Title : Kathy
Author : Anne Frank
Date : February 11, 1944
English Translation by:
Kathy sat on the big boulder that lay in the sun in front of the
farm. She was thinking, thinking very hard. Kathy was one of those
quiet girls. What the youngster in the dirndl apron was thinking
about, she alone knew; she never told her thoughts to anyone — she
was much too withdrawn for that. She had no friends and probably
would have found it hard to get any. Her mother found her a strange
child, and the pity of it was that Kathy felt that. Her father, the
farmer, was much too busy to concern himself with his only little
daughter. And so Kathy was always by herself. It didn’t disturb) her;
she didn’t know any better and was soon satisfied
But on this warm summer evening she sighed deeply as she looked up
and glanced at the cornfields. How jolly it would be to play with
those girls over there. Look, they ran about, and laughed; what fun
they were having! Now the children came closer, and still closer —
would they come to her? Oh, how awful, they came — but to laugh at
her. She clearly heard them mention her name, not her real name, but
the nickname that she hated so much and that she often heard the
Oh, how miserable she felt; if she could only run into the house,
but if she did, the children would laugh at her all the more. Poor
girl, it surely isn’t the first time that you have felt so forsaken
and envied to other youngsters. . .
“Kathy! Kathy, come home! We are having supper!” Another sigh, and
the child slowly rose to obey her mother.
“My, what a cheerful face! We surely have a happy daughter!”
the farmer’s wife cried when the child, more slowly and more depressed
than ever, entered the room. “Can’t you say something for yourself?”
scolded the woman. Her tone was more unfriendly than she herself knew;
her daughter never had been the bright, lively girl she had always
“Yes, Mother,” whispered the child.
“You’re a fine one, staying away all morning and not doing a stroke of
work. Where have you been?”
“Outside.” Kathy felt as though she had a gag in her throat, but the
mother misunderstood the girl’s embarrassment and now really became
curious where the child had been all morning. Again she asked:
“Answer me properly; I want to know where you have been, do you
understand? I can’t stand that everlasting, slow-witted, crazy behavior!”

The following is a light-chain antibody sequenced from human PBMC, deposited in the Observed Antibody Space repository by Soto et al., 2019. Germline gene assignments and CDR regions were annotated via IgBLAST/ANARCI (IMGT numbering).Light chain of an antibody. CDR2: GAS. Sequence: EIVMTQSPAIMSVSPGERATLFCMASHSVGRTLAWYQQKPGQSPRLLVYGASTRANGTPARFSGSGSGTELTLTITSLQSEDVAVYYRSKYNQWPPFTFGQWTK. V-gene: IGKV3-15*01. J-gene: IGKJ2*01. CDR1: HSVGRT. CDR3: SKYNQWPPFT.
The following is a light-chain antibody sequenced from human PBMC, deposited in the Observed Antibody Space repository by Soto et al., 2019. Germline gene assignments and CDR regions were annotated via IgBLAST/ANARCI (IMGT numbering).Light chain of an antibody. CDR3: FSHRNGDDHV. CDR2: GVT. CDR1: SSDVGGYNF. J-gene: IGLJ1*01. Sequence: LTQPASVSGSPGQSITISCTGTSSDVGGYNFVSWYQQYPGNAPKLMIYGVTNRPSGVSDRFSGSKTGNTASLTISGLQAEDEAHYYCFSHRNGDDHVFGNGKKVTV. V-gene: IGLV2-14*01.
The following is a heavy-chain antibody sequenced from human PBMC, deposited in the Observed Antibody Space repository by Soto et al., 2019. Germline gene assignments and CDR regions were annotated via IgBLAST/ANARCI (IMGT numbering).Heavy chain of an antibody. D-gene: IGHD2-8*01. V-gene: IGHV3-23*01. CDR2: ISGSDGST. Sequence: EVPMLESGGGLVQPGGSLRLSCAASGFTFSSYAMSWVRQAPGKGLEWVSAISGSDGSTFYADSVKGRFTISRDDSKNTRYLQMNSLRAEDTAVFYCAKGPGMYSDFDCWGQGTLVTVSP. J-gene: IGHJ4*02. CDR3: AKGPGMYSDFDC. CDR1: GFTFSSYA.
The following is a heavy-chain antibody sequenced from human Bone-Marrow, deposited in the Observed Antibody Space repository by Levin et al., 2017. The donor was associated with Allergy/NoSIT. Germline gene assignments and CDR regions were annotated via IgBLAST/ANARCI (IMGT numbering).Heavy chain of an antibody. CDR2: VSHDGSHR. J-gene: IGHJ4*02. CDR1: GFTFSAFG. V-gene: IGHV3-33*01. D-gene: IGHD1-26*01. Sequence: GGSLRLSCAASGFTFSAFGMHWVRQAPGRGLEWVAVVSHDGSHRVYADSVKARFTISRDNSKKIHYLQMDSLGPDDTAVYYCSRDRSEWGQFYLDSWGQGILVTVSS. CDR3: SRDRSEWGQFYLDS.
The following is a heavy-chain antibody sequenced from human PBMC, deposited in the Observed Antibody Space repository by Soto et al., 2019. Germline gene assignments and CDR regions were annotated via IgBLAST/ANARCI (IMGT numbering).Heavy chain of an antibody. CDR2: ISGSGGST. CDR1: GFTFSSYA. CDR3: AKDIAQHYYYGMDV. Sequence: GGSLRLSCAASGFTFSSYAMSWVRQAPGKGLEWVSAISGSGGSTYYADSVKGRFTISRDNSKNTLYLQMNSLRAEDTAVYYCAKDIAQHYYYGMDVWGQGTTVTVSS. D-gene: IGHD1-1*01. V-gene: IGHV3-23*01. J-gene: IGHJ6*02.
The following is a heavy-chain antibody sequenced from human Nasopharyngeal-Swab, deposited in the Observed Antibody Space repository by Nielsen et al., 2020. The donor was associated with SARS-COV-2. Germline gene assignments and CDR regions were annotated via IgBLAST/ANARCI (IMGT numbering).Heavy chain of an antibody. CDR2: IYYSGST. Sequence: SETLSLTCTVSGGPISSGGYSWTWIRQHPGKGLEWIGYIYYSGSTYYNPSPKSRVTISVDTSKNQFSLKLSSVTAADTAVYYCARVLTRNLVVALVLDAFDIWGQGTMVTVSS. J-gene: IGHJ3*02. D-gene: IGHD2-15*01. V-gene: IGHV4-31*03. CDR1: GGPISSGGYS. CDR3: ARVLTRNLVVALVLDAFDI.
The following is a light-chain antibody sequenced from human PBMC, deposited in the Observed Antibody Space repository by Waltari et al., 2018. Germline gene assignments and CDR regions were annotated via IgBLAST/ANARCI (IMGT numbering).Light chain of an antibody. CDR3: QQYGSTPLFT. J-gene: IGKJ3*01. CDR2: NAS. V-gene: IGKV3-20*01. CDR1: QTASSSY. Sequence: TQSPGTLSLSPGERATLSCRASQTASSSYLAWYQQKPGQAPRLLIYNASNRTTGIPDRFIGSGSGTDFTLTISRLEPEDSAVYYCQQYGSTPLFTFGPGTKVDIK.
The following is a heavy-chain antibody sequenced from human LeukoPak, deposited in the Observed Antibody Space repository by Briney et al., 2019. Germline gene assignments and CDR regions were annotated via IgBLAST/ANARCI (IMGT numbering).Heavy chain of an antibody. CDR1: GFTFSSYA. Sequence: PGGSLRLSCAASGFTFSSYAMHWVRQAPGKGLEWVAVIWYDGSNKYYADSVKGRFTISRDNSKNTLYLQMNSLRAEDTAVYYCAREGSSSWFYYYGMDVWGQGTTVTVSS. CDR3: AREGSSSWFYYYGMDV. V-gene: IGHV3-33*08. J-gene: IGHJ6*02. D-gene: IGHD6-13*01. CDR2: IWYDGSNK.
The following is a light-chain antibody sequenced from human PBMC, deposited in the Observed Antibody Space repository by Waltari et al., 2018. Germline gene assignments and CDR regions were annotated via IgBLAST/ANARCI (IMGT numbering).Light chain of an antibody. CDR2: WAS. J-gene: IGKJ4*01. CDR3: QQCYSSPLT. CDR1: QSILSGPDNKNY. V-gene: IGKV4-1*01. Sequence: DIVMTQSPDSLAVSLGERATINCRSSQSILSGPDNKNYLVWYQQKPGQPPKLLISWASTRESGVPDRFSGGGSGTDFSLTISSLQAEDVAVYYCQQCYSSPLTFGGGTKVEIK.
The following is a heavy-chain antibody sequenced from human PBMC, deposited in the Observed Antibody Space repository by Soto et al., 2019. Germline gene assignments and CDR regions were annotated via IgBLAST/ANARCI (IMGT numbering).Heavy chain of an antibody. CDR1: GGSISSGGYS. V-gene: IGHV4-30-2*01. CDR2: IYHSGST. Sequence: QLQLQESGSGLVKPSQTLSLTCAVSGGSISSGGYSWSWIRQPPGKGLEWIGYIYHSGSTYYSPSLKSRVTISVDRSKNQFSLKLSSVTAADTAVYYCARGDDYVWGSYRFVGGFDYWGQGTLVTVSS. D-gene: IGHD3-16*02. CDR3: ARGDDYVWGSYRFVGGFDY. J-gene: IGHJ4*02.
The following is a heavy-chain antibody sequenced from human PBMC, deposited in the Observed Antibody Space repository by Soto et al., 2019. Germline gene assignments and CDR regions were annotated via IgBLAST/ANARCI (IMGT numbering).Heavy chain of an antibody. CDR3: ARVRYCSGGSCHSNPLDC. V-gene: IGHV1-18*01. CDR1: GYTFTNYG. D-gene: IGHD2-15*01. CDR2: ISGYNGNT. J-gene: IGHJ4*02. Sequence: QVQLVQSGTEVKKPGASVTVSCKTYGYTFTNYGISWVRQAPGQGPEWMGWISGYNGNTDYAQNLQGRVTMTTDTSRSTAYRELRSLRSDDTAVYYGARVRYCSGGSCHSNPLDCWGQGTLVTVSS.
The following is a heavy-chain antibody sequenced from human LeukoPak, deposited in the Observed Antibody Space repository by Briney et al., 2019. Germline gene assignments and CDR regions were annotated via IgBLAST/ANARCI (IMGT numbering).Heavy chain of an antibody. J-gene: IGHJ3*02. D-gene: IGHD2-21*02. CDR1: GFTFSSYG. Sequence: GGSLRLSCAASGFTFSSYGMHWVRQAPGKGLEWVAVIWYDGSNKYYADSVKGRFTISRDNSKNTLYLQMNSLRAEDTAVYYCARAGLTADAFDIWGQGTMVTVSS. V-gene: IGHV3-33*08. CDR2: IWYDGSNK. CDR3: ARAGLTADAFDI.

At the word that reminded her of the detested nickname, Kathy lost
control of herself and burst into tears.
“What is the matter now? You’re a real coward! Can’t you tell me where
you’ve been hanging out? Or is that perhaps a big secret?”
The child could not possibly ansuer; violent sobs kept her from speaking.
Suddenly, she upset a chair, ran weeping out of the room and up to the
attic, where she sank down on some bags in a corner, sobbing as if her
heart would break.
The mother shrugged her shoulders as she cleared the table dounstairs;
she wasn’t surprised at her child’s conduct. Such “crazy” moods were not
unusual; she decided to let the girl alone — there was nothing to be
gained, and the everlasting tears were always on the point of coming.
A fine specimen of a twelve-year-old farmer’s daughter!
In the attic, Kathy had calmed down somewhat and was collecting her
thoughts. She would presently go downstairs, tell her mother that she had
simply been sitting on the boulder by the door and thinking about things,
and offer to finish all of the work that afternoon. Her mother then would
surely understand that she did not mind the work, and should she be asked
where she had been sitting still all morning, she would answer that there
was something important she had to figure out. Then, in the evening, when
she had to deliver the eggs, she would buy a pretty, silver, glittering
thimble for her mother; she had just enough money to buy one in the vil-
Mother would realize that she wasn’t so slow-witted and crazy, after
all. Oh, if she could only get rid of that dreadful nickname! Here was a
thought: If she had any money left over after buying the thimble, she’d
get a bag of sweets and, on her way to school, divide them among the
girls. Then they’d like her and ask her to play with them. They would
soon see that she was good at games as anyone, and nobody would ever
call her anything but Kathy after that.
Softly she descended the stairs. When she met her mother in the passage,
all courage to talk and explain the morning’s absence left her, and she
quickly started cleaning the windows, one of her regular tasks.
It was almost sundown when Kathy took the basket of eggs and began her
rounds. After a half hour’s walk she reached the first customer, who
stood in her doorway, dish in hand.
“I’ll take ten tonight, my child,” said the friendly woman.
She counted off ten and, with a greeting, continued on her way.
In three quarters of an hour the basket was empty, and Kathy stepped
into the small general store. A pretty thimble and a bagful of sweets
were soon put into the basket, and now Kathy turned back toward home.
About halfway, she saw two of the girls who had teased her in the
morning coming toward her. She bravely suppressed a longing to hide, and,
her heart beating wildly, she went on.
“Look! Here comes Crazykate!”
At her wits’end, Kathy took the bag of sweets from her basket and
politely held it out to the children. They quickly grabbed it from her
and ran away with it. One of them stuck out her tongue at Kathy.
Lonesome and heartbroken, Kathy sat down in the grass at the edge of
the road, and wept, wept, and wept. Finally, in the dark, she dried her
tears, picked up the basket, and slowly set off in the direction of home.
Somewhere in the grass, the thimble glittered . . .